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Familial Hypercholesterolaemia

Learn more about familial hypercholesterolaemia.
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Familial Hypercholesterolaemia (F.H) is a good example of a genetic condition that helps us understand basic genetic concepts.

To help us, National Institute for Health and Care Excellence guidelines exist supporting recognition, criteria for diagnosis, and treatment. When applied in clinical practice we also use our generalist skills, family history skills, and clinical examination to make a diagnosis.

Health promotion and managing co-morbidity are important facets of management. We also recognise the roles of specialist services to facilitate genetic testing and cascade testing to identify family members who are at risk. (Cascade testing will be discussed in more detail in a later step.)

FH affects 1 in 250 people in the UK, equating to 260,000 people, the majority of whom are as yet undiagnosed. The natural history of the untreated condition is bleak and can lead to a greater than 50% risk of CHD in men by age 50 years and above, and 30% in women by age 60 years. It illustrates the point that an inherited condition may affect significant numbers of the undiagnosed at-risk populations.

There are criteria that aid in giving a clinical diagnosis of ‘definite’ or ‘possible’ FH, and in identifying patients in whom a genomic test may be indicated for diagnosis: Simon Broome criteria and Dutch lipid clinic criteria.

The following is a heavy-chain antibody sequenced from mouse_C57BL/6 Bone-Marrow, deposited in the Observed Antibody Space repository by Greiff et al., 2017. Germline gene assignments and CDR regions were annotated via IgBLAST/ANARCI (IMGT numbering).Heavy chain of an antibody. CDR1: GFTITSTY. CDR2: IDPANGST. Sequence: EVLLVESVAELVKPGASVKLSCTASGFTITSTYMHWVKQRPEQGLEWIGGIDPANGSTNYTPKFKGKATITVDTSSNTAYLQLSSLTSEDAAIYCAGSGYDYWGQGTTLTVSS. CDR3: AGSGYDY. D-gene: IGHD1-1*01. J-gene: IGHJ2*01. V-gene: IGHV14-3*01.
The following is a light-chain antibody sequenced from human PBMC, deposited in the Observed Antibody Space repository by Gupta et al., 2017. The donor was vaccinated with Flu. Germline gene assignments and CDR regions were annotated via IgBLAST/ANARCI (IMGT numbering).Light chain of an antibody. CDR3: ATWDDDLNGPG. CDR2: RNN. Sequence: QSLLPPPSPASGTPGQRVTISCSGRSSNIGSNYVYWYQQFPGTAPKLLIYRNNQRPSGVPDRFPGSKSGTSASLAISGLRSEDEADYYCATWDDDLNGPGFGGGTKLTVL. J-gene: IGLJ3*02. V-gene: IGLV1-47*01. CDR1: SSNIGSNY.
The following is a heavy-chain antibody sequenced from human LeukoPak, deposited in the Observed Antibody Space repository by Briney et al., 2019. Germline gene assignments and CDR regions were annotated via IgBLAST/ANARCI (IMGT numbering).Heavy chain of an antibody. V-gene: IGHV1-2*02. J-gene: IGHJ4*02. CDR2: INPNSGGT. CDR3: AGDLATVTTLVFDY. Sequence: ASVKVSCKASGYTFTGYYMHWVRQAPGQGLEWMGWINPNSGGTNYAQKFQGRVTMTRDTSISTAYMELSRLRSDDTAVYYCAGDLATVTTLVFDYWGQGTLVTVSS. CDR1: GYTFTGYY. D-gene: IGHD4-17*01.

Suspecting FH:

  • Cholesterol > 7.5mmol or LDL. 4.9mmol/l in adults
  • Cholesterol > 6.7mmol/l or LDL > 4.0mmol/l if < 16 years
  • Family history of early CHD
  • Deposition of cholesterol leads to Tendon Xanthoma, Corneal arcus, Xanthelasma.
  • Elevated concentration of LDL cholesterol, from early childhood.
  • NICE also recommends using criteria from the Dutch lipid Clinic network (Coronary heart disease risk estimation tools should not be used because FH-affected individuals are already at high risk of premature coronary heart disease).

You can read more in this guide to Familial Hypercholesterolaemia provided by Health Education England’s Genomics Education Programme.

It is important that GPs recognise they should have a low threshold of suspicion for FH (based on a high total cholesterol value) and then recall the patient to obtain more detailed family history information and clinical examination. If this does not support the FH diagnosis they should manage CVD risk themselves. If it does support the diagnosis they should refer to a lipid clinic for confirmation of the diagnosis (or not) which will include a DNA test and if positive then cascade testing.

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